The most dramatic ageing worldwide is projected to take place in low and middle-income countries. Traditional family-based care for the elderly has broken down in many developing countries without adequate formal mechanisms to take its place. For the elderly, inadequate transfers from either formal pension systems or from informal family and community transfers can severely reduce their ability to cope with illness or poor nutrition.
Old-age social pensions provide an alternative source of income for elderly adults who are not covered by contributory schemes. Social pensions cover close to 35 percent of the population ages 60 years and older in OECD countries and in the Europe and Central Asia, East Asia and Pacific, Latin America and the Caribbean, and South Asia regions.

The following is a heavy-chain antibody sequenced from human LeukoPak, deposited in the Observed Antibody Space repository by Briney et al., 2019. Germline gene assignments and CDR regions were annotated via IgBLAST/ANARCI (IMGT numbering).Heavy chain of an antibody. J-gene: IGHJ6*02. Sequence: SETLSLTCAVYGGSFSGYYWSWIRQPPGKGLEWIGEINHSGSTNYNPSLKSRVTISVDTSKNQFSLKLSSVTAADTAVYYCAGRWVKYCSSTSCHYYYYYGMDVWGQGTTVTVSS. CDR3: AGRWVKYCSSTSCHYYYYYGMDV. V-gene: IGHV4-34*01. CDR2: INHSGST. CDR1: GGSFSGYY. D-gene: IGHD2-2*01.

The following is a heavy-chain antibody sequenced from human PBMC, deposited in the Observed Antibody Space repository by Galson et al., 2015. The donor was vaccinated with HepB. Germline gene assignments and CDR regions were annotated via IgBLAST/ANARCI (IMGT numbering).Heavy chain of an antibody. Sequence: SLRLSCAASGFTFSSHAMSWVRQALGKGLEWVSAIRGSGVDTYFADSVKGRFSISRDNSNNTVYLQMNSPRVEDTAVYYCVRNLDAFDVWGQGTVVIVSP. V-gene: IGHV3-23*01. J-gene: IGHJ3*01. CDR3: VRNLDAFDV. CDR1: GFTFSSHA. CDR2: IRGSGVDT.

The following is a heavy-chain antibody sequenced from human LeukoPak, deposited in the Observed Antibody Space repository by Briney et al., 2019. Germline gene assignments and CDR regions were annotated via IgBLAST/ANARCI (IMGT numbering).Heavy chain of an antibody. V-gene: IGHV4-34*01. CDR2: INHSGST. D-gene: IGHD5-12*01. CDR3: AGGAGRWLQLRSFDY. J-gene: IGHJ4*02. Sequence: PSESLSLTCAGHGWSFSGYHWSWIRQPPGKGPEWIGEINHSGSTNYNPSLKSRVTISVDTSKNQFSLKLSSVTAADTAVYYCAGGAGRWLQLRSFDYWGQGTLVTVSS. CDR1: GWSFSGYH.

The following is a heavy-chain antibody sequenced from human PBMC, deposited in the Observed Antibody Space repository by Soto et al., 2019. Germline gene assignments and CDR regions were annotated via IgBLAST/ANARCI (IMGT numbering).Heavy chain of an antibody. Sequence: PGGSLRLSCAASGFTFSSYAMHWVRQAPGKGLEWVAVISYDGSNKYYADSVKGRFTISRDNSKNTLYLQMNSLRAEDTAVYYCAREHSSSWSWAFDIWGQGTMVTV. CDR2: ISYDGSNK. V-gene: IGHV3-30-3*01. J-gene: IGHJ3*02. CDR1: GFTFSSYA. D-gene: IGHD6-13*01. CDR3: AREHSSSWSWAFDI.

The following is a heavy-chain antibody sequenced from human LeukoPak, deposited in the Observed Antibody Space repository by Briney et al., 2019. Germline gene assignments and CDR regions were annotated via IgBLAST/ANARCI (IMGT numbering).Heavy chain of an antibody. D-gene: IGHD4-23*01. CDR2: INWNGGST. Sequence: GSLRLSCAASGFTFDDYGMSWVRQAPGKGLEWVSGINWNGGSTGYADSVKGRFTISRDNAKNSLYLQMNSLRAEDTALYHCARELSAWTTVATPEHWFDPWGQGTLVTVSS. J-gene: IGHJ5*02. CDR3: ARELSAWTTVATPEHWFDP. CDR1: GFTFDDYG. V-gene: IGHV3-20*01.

Old-age social pensions are introduced on the basis of an economy’s needs and capacity, in particular to alleviate poverty, establish the main component of a pension system, or address a coverage gap in an existing pension system. The elderly in the poorest quintile have benefited the most from old-age social pensions, no matter the program design.
Last Updated: Mar 28, 2019